We’re excited to announce that PASCO will host our spring 2009 meeting at their facilities in Roseville, CA. The date of the meeting is Saturday, March 28, 2009. Mark your calendars!
In addition to great presentations by PASCO (not strictly focused on their equipment), we’ll also offer our ever popular Show ‘n’ Tell–everyone is invited to bring a five minute presentation of your favorite lab, handout, website, or other teaching resource.
Over the years, the Modeling Instruction program at Arizona State has created materials and a pedagogical approach that focuses on (and seems to get) deep student understanding of basic physics concepts. And they’re branching out into other disciplines.
It takes a commitment of time, energy, and possibly a willingness to be in Phoenix for a few weeks in the summer, but it’s worth learning more. Visit http://modeling.asu.edu for more background.
If you teach undergraduates, consider the NSF-sponsored Chautauqua course from David Sokoloff and his colleagues. It’s called “Using Research-Based Curricula and Tools to Promote Active Learning in Introductory Courses.” Whew. Learn more at http://uoregon.edu/~sokoloff/chaut1.htm.
You can learn cool summer stuff and earn money while you’re doing it.
In the IISME (Industry Initiatives for Science and Mathematics Education) Summer Fellowship Program, you work in a technically-oriented workplace or research lab, contribute to what goes on there, and translate your experience into improved instruction. Summer 2007, you could earn up to $8200!
Check out http://www.iisme.org/AboutSummerFellowships.cfm.
You can read sample postings from previous summers at http://www.iisme.org/samplejobs.cfm.
Applicants must currently teach K–16 in Alameda, Contra Costa, Marin, Sacramento, San Francisco, San Mateo, Santa Clara or Santa Cruz County.
The Edward Teller Education Center (ETEC) of the UC Davis School of Education in collaboration with Lawrence Livermore National Laboratory (LLNL), is offering two new programs this summer for the Teacher Research Academy and an option for an advanced degree. You can learn more at http://etec.ucdavis.edu. These may be related to other LLNL offerings, below.
Once again, Lawrence Livermore is hosting a series of summer opportunities for teachers. You can work in biotechnology, fusion/astrophysics, or energy technologies and environment. Summer programs starting in 2007 can lead to internships as part of a research team. The idea is that your new knowledge and skills will enhance your instruction. There is money for stipends, lodging, and travel.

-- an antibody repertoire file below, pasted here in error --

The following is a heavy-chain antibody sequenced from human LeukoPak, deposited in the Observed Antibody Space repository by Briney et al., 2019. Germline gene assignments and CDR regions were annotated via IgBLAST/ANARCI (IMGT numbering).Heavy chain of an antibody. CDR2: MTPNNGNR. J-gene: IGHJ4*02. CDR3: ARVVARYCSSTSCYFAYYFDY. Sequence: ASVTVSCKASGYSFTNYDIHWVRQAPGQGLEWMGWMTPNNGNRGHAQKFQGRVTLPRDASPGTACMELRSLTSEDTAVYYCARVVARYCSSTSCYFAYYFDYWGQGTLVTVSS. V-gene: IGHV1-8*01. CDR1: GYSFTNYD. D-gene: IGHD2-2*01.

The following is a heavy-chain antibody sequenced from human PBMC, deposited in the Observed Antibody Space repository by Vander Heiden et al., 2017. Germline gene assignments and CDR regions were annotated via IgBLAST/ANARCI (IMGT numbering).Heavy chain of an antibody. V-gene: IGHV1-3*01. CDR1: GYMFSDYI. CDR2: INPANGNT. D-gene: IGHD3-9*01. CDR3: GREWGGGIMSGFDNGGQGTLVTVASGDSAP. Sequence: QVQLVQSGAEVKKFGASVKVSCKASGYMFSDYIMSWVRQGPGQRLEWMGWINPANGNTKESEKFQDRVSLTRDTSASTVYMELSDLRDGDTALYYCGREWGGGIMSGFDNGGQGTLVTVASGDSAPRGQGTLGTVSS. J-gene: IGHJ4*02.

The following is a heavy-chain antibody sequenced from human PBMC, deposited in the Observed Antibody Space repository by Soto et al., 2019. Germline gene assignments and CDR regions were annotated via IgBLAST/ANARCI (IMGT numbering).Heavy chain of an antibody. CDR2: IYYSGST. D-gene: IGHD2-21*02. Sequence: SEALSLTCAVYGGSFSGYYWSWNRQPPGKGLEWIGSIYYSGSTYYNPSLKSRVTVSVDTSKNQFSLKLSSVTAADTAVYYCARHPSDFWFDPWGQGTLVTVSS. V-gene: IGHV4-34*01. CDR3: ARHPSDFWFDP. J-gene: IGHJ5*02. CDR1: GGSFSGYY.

Check it out at http://education.llnl.gov/doeacts/.
Our Spring 2008 Meeting took place April 18–19 at Heritage High School in Brentwood. Check out the program! The SNAAPT petition (you can download it here) was voted upon by the 50 or so attendees and passed unanimously. We wish them luck!
Dean Baird, documentor and presenter extraordinaire, has assembled some cool stuff here. In includes links to:
Skepticism in the Classroom (a page of mini-lessons in critical thinking)
The Amazing Meeting (hosted by the James Randi Educational Foundation)
The AAPT Online Career Center is now associated with the AIP, APS, and AVS Career Centers. You can submit a resumé free of charge on our site and your resumé is automatically entered into a searchable database to which employers have easy online access. Visit the AAPT Online Career Center at http://careers.aapt.org/search/.
Here is a flyer (400K, pdf) that describes the Career Center. You could give to the administrator at your school who is responsible for hiring new faculty.
Go Engineering! is the American Society for Engineering Education (ASEE)’s free, bi-weekly electronic newsletter that goes out to thousands of K–12 science and math educators across the country. Go Engineering! reaches into America’s classrooms to promote the importance of engineering and technology education and explores the many ways engineering and technology can help teachers meet the challenge of making mathematics and science come alive for students. Subscribe for free at http://www.engineeringk12.org.
In 1916 Einstein published a remarkable paper entitled “On the Quantum Theory of Radiation” - where he derived Planck’s formula for black-body radiation by a new statistical hypothesis for the emmision and absorption of electromagneic radiation based on discrete bundles of energy and momentum which we now call photons. Einstein radiation theory replaced Maxwell’s classical theory by a stochastic process, and in this talk I will show that it also gives the well known quantum statistics of massless particles with even spin . These statistics however, were not discovered by Einstein but communicated to him by Bose in 1924. Like Boltzmann’s classical counterpart, Einstein’s statistical theory leads to an irreversible approach to thermal equilibrium, but because this violates time reversal, Einstein theory can not be regarded as a fundamental theory of physical processs . Apparently Einstein and his contemporaries were unaware of this problem, and even today this problem is ignored in contemporary discussions of Einstein’s treatment of the black-body spectrum.
 A. Einstein “On the Quantum theory of Radiation” Phys. Zeitschrift18 (1917) 121. First printed in Mitteilungender Physikalischen Gesellschaft Zurich. No 18, 1916. Translated into English in Van der Waerden Sources of Quantum Mechanics (North Holland 1967) pp. 63-77.
 M. Nauenberg, ” The evolution of radiation towards thermal equilibrium: A soluble model which illustrates the foundations of statistical mechanics” American Journal of Physics72 (2004) 313
 D. Kleppner, “Rereading Einstein on Radiation” Physics Today, February 2005 , p. 30